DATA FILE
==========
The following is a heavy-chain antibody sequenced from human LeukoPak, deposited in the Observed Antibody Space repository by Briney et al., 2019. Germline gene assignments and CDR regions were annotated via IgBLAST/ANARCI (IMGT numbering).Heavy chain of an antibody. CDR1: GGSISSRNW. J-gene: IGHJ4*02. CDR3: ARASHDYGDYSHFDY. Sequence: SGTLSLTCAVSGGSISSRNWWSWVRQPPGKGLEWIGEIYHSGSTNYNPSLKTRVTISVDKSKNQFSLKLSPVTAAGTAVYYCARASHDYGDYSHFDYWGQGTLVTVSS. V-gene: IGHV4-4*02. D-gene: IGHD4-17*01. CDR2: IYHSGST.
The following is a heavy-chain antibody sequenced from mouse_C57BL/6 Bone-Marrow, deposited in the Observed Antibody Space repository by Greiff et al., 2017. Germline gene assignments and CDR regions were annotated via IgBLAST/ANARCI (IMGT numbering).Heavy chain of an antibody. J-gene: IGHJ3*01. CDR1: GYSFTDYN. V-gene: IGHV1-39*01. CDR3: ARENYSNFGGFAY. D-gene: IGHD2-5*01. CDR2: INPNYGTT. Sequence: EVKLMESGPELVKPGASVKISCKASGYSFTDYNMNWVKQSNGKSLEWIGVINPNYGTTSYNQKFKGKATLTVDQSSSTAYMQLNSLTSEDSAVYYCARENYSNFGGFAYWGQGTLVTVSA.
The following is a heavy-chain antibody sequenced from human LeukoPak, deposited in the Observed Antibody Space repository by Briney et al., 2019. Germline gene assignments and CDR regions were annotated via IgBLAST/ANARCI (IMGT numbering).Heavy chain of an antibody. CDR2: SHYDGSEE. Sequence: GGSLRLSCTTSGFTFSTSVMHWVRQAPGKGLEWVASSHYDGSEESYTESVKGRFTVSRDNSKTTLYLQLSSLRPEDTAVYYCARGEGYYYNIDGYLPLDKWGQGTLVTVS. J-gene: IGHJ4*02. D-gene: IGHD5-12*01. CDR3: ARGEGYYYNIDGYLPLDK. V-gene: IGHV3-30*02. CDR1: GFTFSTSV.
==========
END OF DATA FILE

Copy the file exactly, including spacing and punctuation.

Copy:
The following is a heavy-chain antibody sequenced from human LeukoPak, deposited in the Observed Antibody Space repository by Briney et al., 2019. Germline gene assignments and CDR regions were annotated via IgBLAST/ANARCI (IMGT numbering).Heavy chain of an antibody. CDR1: GGSISSRNW. J-gene: IGHJ4*02. CDR3: ARASHDYGDYSHFDY. Sequence: SGTLSLTCAVSGGSISSRNWWSWVRQPPGKGLEWIGEIYHSGSTNYNPSLKTRVTISVDKSKNQFSLKLSPVTAAGTAVYYCARASHDYGDYSHFDYWGQGTLVTVSS. V-gene: IGHV4-4*02. D-gene: IGHD4-17*01. CDR2: IYHSGST.
The following is a heavy-chain antibody sequenced from mouse_C57BL/6 Bone-Marrow, deposited in the Observed Antibody Space repository by Greiff et al., 2017. Germline gene assignments and CDR regions were annotated via IgBLAST/ANARCI (IMGT numbering).Heavy chain of an antibody. J-gene: IGHJ3*01. CDR1: GYSFTDYN. V-gene: IGHV1-39*01. CDR3: ARENYSNFGGFAY. D-gene: IGHD2-5*01. CDR2: INPNYGTT. Sequence: EVKLMESGPELVKPGASVKISCKASGYSFTDYNMNWVKQSNGKSLEWIGVINPNYGTTSYNQKFKGKATLTVDQSSSTAYMQLNSLTSEDSAVYYCARENYSNFGGFAYWGQGTLVTVSA.
The following is a heavy-chain antibody sequenced from human LeukoPak, deposited in the Observed Antibody Space repository by Briney et al., 2019. Germline gene assignments and CDR regions were annotated via IgBLAST/ANARCI (IMGT numbering).Heavy chain of an antibody. CDR2: SHYDGSEE. Sequence: GGSLRLSCTTSGFTFSTSVMHWVRQAPGKGLEWVASSHYDGSEESYTESVKGRFTVSRDNSKTTLYLQLSSLRPEDTAVYYCARGEGYYYNIDGYLPLDKWGQGTLVTVS. J-gene: IGHJ4*02. D-gene: IGHD5-12*01. CDR3: ARGEGYYYNIDGYLPLDK. V-gene: IGHV3-30*02. CDR1: GFTFSTSV.